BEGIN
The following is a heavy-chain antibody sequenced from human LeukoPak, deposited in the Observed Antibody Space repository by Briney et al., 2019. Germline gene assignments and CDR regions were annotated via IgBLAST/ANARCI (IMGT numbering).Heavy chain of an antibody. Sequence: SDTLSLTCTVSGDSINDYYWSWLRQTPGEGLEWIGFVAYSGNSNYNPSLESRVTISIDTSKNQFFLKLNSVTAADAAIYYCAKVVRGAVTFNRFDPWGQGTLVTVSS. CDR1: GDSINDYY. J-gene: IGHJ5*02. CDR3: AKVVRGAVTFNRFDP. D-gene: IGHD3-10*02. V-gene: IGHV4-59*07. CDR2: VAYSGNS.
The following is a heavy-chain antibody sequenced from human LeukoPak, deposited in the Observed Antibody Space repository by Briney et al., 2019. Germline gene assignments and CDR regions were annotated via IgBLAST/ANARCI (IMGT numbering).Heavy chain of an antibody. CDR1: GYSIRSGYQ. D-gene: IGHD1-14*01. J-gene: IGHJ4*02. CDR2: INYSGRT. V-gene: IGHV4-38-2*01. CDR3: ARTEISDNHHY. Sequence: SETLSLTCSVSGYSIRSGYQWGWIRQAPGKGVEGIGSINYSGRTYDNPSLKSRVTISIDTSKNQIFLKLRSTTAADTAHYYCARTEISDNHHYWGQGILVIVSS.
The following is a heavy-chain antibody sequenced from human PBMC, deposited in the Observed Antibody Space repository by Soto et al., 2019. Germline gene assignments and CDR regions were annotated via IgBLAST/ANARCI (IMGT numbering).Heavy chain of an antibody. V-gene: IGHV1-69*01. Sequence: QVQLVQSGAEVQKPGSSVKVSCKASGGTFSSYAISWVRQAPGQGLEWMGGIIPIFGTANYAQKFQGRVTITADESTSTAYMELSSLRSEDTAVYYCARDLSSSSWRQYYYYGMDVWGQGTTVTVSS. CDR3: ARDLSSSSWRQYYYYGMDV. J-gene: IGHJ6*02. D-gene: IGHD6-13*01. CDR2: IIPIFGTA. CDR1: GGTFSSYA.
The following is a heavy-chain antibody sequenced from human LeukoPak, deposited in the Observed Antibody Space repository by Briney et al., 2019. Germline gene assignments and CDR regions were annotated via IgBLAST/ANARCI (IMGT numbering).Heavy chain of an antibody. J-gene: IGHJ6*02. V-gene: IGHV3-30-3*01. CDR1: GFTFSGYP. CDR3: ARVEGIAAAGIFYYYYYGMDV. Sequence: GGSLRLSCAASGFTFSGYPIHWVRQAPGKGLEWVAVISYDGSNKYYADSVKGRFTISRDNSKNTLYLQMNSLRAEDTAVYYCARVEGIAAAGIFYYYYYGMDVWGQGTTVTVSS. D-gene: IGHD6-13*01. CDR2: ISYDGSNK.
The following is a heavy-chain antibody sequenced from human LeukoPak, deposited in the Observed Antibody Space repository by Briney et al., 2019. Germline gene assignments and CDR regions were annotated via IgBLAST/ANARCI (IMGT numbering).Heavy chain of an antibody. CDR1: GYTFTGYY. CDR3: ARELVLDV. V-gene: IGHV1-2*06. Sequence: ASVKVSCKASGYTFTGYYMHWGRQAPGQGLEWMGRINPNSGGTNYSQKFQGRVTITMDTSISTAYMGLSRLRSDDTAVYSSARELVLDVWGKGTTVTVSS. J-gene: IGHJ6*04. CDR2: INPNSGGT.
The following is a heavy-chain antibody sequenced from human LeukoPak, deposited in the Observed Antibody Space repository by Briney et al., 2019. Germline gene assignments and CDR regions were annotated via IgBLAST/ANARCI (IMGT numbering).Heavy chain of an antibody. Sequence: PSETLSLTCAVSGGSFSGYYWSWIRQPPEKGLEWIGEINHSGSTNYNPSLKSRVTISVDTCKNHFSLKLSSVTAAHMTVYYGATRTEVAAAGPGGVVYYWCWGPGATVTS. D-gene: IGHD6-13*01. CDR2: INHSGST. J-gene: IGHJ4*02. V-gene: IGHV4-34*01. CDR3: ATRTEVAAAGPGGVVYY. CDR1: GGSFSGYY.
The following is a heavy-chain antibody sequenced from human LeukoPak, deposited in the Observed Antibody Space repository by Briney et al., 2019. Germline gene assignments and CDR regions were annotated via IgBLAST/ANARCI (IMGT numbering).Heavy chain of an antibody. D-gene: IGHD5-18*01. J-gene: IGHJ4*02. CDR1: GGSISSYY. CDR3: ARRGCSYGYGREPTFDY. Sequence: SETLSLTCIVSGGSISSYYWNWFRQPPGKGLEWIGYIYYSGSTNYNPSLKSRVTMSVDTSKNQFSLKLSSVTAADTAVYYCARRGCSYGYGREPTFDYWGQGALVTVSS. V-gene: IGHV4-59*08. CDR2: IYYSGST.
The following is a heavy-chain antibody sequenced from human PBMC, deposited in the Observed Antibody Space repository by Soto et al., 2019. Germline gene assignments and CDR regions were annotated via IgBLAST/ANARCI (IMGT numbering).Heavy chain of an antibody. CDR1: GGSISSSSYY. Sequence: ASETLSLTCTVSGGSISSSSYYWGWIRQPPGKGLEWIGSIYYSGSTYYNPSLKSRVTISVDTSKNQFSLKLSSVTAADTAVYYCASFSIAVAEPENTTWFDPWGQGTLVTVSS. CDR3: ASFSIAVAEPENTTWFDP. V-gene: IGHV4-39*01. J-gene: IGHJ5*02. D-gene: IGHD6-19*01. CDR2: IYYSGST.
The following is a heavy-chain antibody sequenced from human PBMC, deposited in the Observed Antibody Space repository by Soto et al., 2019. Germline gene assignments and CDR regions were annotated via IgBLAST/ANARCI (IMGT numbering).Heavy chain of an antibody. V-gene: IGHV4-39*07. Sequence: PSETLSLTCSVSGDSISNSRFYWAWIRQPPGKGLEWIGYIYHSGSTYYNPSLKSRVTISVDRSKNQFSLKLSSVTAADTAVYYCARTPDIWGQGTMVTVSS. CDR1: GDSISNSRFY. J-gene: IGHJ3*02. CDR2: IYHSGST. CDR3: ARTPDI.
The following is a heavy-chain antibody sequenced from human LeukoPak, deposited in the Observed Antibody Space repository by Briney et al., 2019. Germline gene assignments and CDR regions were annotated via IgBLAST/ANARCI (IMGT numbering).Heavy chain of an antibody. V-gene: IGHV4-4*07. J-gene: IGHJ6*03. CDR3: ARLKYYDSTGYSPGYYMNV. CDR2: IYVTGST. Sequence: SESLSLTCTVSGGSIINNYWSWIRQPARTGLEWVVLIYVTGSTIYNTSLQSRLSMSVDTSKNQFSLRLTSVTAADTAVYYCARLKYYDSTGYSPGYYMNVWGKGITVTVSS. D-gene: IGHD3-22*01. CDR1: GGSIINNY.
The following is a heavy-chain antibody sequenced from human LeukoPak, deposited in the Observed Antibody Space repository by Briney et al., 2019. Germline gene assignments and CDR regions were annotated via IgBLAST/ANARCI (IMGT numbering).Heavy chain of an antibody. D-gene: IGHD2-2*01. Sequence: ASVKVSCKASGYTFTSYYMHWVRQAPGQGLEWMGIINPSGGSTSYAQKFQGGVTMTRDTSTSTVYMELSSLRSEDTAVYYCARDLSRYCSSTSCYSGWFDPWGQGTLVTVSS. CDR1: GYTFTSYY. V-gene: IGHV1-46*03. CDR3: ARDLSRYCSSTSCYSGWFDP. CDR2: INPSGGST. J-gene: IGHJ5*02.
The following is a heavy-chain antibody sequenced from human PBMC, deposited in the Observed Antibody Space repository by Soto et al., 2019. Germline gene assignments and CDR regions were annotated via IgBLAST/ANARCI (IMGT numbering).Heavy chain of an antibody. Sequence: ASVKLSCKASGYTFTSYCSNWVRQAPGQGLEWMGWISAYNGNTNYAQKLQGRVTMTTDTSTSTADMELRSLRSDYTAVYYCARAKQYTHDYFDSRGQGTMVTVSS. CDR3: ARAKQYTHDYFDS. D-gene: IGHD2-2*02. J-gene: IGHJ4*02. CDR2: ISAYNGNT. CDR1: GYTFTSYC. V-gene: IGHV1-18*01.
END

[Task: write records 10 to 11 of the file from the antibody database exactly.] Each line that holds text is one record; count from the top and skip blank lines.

The following is a heavy-chain antibody sequenced from human LeukoPak, deposited in the Observed Antibody Space repository by Briney et al., 2019. Germline gene assignments and CDR regions were annotated via IgBLAST/ANARCI (IMGT numbering).Heavy chain of an antibody. V-gene: IGHV4-4*07. J-gene: IGHJ6*03. CDR3: ARLKYYDSTGYSPGYYMNV. CDR2: IYVTGST. Sequence: SESLSLTCTVSGGSIINNYWSWIRQPARTGLEWVVLIYVTGSTIYNTSLQSRLSMSVDTSKNQFSLRLTSVTAADTAVYYCARLKYYDSTGYSPGYYMNVWGKGITVTVSS. D-gene: IGHD3-22*01. CDR1: GGSIINNY.
The following is a heavy-chain antibody sequenced from human LeukoPak, deposited in the Observed Antibody Space repository by Briney et al., 2019. Germline gene assignments and CDR regions were annotated via IgBLAST/ANARCI (IMGT numbering).Heavy chain of an antibody. D-gene: IGHD2-2*01. Sequence: ASVKVSCKASGYTFTSYYMHWVRQAPGQGLEWMGIINPSGGSTSYAQKFQGGVTMTRDTSTSTVYMELSSLRSEDTAVYYCARDLSRYCSSTSCYSGWFDPWGQGTLVTVSS. CDR1: GYTFTSYY. V-gene: IGHV1-46*03. CDR3: ARDLSRYCSSTSCYSGWFDP. CDR2: INPSGGST. J-gene: IGHJ5*02.